A ballot measure proposing to change the way California secretary of state campaigns are financed cannot be described by opponents in the voter manual as a move that will "raise your taxes" -- because for the general public, it won't, a Sacramento judge ruled Monday.
Settling a challenge to the measure's description at the eleventh hour -- the voter guide printing deadline was 5 p.m. Monday -- Superior Court Judge Timothy Frawley struck the wording from the argument against Proposition 15.
Major lobbying groups filed suit against the measure last year, contending that the plan to collect a $350 annual fee from lobbyists and their employers to finance the 2014 and 2018 campaigns for secretary of state would constitute a new tax.
In arguments against the measure to be included in the voter guide, the opponents mentioned its potential effect on taxes and taxpayers 23 times. Frawley struck the statement that passage of the measure would "raise your taxes" but left in place the other references.
"The fact is that Proposition 15 would impose a new tax to finance political campaigns, and if revenues come up short, the Legislature can tap the general fund" to make up the difference, said Richard Wiebe, a spokesman for the No on Proposition 15 campaign. The opponents include the lobbyist association Institute of Governmental Advocates, the Howard Jarvis Taxpayers Assn. and the Los Angeles Police Protective League.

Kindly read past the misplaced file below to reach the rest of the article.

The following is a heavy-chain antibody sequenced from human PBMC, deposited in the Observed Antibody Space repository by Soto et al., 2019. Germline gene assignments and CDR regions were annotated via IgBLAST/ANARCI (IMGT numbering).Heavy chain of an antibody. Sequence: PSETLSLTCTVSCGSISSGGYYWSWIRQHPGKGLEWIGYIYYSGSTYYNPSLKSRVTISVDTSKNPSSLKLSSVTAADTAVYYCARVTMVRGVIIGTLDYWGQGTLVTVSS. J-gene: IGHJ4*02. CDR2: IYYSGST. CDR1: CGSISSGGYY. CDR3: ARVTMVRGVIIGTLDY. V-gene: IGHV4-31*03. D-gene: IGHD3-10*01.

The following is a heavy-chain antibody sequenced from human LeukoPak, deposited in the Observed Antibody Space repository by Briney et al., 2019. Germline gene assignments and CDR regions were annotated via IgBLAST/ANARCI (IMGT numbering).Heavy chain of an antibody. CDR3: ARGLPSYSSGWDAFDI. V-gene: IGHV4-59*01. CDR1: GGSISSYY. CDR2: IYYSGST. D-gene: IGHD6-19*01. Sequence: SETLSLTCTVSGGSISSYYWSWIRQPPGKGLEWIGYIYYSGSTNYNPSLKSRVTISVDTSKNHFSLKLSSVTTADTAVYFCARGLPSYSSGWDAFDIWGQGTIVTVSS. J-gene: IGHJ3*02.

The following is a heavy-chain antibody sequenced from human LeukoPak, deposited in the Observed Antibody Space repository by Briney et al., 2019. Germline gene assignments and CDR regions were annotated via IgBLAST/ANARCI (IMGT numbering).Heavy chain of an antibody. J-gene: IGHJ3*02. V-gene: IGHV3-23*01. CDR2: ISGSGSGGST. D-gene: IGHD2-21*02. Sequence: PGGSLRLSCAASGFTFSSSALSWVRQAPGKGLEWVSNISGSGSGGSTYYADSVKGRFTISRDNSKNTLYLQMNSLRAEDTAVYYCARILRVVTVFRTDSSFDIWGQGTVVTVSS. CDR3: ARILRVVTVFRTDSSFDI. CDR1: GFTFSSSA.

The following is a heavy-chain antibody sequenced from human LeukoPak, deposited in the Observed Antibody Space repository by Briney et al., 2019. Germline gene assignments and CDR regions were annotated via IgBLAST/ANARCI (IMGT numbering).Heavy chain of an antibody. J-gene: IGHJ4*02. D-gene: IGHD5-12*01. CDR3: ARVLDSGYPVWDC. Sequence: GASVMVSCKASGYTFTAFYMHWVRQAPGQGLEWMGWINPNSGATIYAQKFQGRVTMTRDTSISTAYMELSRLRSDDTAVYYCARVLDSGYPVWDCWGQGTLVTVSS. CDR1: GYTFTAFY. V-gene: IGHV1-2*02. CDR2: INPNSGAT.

Common Cause, the nonpartisan citizens group that sought to have the warning of tax increases struck, said Frawley's action eliminated a misleading description of the measure's result.
"Voters will now have a more truthful depiction of Prop. 15 when they vote on it this June," said spokesman Derek Cressman.
Common Cause supports the pilot project on public financing of campaigns to reduce the influence of special interests in elections.